Aviation Herald reported yesterday that a Lufthansa Airbus A321-131 flying from Dublin to Munich was diverted twice en-route due to cabin depressurization. The aircraft, registered D-AIRW, is 22 years old and sports Star Alliance livery.
Flight LH-2515 was forced to land twice on its route from Dublin to Munich on 3rd August due to a loss of cabin pressure.
The flight took off with a known fault in the left pack/Pressurisation Air Conditioning Kit, one of two packs which are responsible for maintaining cabin pressure. The right pack then failed shortly into the flight at 34,000 feet, after which altitude was reduced to 11,000 feet and the aircraft was redirected towards Manchester Airport.
Following another redirection to London Heathrow, LH-2515 waited at the airport for three hours whilst it was checked over. Another attempt to reach Munich fell short as the aircraft was once again redirected and forced to land, this time at Brussels.
We are awaiting comment from Lufthansa regarding customer complaints about being served by just one member of staff whilst waiting in Brussels.
A common issue?
The plane involved in yesterday’s incident is by no means new, having been in service for 22 years. It is also the second A321 to experience issues within the past two weeks after HK Express flight UO-763 suffered an engine shutdown during its flight from Hong Kong to Phuket on 26th July.
The same week, a Lufthansa A340 also suffered an engine shutdown during its flight from Frankfurt to Tehran, having to return back to Germany after getting as far as Sofia, Bulgaria.
So is the cabin depressurization issue a sign of a deeper issue with the Airbus A321? A look at aircraft model safety figures reveals that the A321, classified as part of the Airbus A320 family, is actually one of the safest aircraft classes.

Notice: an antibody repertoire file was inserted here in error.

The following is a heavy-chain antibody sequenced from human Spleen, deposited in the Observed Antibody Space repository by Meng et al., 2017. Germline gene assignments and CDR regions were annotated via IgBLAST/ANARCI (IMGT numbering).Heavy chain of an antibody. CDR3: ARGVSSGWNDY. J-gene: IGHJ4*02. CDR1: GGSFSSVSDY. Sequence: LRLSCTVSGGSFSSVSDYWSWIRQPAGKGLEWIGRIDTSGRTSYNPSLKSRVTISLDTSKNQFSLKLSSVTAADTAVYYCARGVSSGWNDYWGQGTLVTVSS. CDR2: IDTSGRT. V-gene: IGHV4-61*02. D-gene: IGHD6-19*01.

As of December 2017, the A320 family had a fatality rate per million miles of just 0.08. This is a fraction of many other models, for example, the Boeing 737 family, which as of March 2019 sits at 3.08 fatalities per million miles.
Yesterday’s incident appears to have been a spot of bad luck and perhaps a questionable decision to begin the flight with only one working pack.
The dangers of cabin depressurization
Depressurization can happen in a couple of different ways.
The first, sudden depressurization, occurs when an aircraft’s enclosed structure is suddenly damaged. This can happen as a result of a broken window or an open exit and has been known to result in passengers being ejected from the aircraft due to the sudden pressure change.
The second type, which happens usually as a result of damaged packs or other equipment, results in a more gradual pressure drop. This is the type of depressurization which caused Lufthansa’s Airbus A321 to land twice and also forced an Aeroflot Sukhoi Superjet-100 to return to Moscow during a flight to Samara back in May.
With gradual depressurization, people aboard a plane can succumb to oxygen deprivation and cold if action is not taken quickly. For this reason, a reduction in altitude is usually the first course of action to ensure the crew and passengers’ safety.